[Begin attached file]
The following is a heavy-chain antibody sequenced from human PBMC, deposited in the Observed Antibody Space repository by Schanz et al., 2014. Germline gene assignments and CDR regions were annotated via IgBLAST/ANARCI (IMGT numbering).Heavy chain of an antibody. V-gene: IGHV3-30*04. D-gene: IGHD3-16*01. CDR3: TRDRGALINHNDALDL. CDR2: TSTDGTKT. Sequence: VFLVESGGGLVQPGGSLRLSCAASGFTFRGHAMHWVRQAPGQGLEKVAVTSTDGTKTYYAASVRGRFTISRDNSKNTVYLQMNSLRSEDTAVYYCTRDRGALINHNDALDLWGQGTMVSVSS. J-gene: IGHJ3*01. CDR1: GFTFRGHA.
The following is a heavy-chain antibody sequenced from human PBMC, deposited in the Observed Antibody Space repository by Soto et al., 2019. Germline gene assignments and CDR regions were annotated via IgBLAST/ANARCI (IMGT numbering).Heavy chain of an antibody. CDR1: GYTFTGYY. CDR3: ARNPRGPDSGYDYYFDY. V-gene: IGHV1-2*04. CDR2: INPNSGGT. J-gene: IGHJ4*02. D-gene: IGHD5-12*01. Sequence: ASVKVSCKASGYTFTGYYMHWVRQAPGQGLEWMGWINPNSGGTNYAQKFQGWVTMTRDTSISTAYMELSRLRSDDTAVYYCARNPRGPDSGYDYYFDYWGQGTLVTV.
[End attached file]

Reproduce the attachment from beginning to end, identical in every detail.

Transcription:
The following is a heavy-chain antibody sequenced from human PBMC, deposited in the Observed Antibody Space repository by Schanz et al., 2014. Germline gene assignments and CDR regions were annotated via IgBLAST/ANARCI (IMGT numbering).Heavy chain of an antibody. V-gene: IGHV3-30*04. D-gene: IGHD3-16*01. CDR3: TRDRGALINHNDALDL. CDR2: TSTDGTKT. Sequence: VFLVESGGGLVQPGGSLRLSCAASGFTFRGHAMHWVRQAPGQGLEKVAVTSTDGTKTYYAASVRGRFTISRDNSKNTVYLQMNSLRSEDTAVYYCTRDRGALINHNDALDLWGQGTMVSVSS. J-gene: IGHJ3*01. CDR1: GFTFRGHA.
The following is a heavy-chain antibody sequenced from human PBMC, deposited in the Observed Antibody Space repository by Soto et al., 2019. Germline gene assignments and CDR regions were annotated via IgBLAST/ANARCI (IMGT numbering).Heavy chain of an antibody. CDR1: GYTFTGYY. CDR3: ARNPRGPDSGYDYYFDY. V-gene: IGHV1-2*04. CDR2: INPNSGGT. J-gene: IGHJ4*02. D-gene: IGHD5-12*01. Sequence: ASVKVSCKASGYTFTGYYMHWVRQAPGQGLEWMGWINPNSGGTNYAQKFQGWVTMTRDTSISTAYMELSRLRSDDTAVYYCARNPRGPDSGYDYYFDYWGQGTLVTV.